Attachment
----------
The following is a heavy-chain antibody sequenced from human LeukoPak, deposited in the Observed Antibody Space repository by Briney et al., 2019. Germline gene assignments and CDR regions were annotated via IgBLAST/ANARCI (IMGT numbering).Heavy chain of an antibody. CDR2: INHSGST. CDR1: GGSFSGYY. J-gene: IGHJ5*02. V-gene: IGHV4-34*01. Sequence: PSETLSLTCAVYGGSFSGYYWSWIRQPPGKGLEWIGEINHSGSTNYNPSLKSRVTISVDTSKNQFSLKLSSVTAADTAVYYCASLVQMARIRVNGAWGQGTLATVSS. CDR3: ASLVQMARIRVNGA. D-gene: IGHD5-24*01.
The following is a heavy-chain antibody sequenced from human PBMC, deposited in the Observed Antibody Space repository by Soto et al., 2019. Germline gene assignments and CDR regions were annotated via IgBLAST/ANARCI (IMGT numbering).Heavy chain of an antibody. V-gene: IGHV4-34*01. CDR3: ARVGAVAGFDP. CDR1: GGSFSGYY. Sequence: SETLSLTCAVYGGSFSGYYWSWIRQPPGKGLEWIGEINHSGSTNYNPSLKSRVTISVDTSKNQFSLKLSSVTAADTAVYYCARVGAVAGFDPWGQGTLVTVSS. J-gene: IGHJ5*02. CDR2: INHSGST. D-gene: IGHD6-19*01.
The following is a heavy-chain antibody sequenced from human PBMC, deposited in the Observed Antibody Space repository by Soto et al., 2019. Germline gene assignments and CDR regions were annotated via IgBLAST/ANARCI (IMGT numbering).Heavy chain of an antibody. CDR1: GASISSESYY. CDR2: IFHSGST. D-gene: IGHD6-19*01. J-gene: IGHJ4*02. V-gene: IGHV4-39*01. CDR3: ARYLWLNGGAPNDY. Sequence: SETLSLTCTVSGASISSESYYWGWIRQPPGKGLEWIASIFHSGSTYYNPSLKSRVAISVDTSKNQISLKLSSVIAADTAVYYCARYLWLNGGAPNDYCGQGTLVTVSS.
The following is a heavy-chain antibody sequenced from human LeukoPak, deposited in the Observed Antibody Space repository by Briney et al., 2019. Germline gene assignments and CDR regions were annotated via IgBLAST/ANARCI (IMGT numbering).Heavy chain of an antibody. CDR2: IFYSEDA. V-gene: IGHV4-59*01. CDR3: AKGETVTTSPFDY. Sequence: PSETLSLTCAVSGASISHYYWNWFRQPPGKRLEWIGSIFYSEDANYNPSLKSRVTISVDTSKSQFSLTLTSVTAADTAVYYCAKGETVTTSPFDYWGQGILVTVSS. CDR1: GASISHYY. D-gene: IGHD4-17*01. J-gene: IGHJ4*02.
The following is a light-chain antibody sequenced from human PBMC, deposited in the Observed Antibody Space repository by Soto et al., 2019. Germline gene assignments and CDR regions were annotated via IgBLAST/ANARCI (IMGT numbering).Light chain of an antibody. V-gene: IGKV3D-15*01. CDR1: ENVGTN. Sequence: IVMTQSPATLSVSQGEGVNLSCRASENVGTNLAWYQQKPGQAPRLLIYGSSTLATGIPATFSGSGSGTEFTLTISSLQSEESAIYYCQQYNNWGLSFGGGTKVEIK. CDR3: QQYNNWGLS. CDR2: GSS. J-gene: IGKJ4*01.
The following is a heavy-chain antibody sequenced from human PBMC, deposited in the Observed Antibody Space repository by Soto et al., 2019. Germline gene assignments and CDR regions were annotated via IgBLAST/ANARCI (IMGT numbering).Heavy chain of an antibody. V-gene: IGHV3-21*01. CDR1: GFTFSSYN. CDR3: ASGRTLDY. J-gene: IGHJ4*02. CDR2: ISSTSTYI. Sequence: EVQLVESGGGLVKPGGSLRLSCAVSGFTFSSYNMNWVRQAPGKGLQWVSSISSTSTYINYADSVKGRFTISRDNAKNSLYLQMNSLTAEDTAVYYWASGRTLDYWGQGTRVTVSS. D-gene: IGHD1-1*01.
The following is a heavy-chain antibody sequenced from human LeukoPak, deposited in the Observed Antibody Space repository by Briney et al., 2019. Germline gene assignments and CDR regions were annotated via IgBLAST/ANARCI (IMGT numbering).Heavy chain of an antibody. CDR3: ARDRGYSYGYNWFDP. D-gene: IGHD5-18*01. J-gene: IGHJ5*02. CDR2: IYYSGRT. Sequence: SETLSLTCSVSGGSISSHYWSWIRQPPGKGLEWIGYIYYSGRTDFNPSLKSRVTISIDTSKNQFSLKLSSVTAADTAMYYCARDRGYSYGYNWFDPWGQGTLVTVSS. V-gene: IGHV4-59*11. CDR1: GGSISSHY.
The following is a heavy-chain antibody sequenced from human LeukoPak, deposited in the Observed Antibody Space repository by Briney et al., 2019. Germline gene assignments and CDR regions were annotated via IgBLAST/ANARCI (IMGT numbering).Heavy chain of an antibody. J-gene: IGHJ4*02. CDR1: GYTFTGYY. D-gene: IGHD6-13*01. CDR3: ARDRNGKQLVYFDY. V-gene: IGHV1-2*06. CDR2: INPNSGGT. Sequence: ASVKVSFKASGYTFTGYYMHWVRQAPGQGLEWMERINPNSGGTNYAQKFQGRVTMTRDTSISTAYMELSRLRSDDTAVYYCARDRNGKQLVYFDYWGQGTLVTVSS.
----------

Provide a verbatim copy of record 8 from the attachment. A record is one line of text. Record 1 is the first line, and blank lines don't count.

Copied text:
The following is a heavy-chain antibody sequenced from human LeukoPak, deposited in the Observed Antibody Space repository by Briney et al., 2019. Germline gene assignments and CDR regions were annotated via IgBLAST/ANARCI (IMGT numbering).Heavy chain of an antibody. J-gene: IGHJ4*02. CDR1: GYTFTGYY. D-gene: IGHD6-13*01. CDR3: ARDRNGKQLVYFDY. V-gene: IGHV1-2*06. CDR2: INPNSGGT. Sequence: ASVKVSFKASGYTFTGYYMHWVRQAPGQGLEWMERINPNSGGTNYAQKFQGRVTMTRDTSISTAYMELSRLRSDDTAVYYCARDRNGKQLVYFDYWGQGTLVTVSS.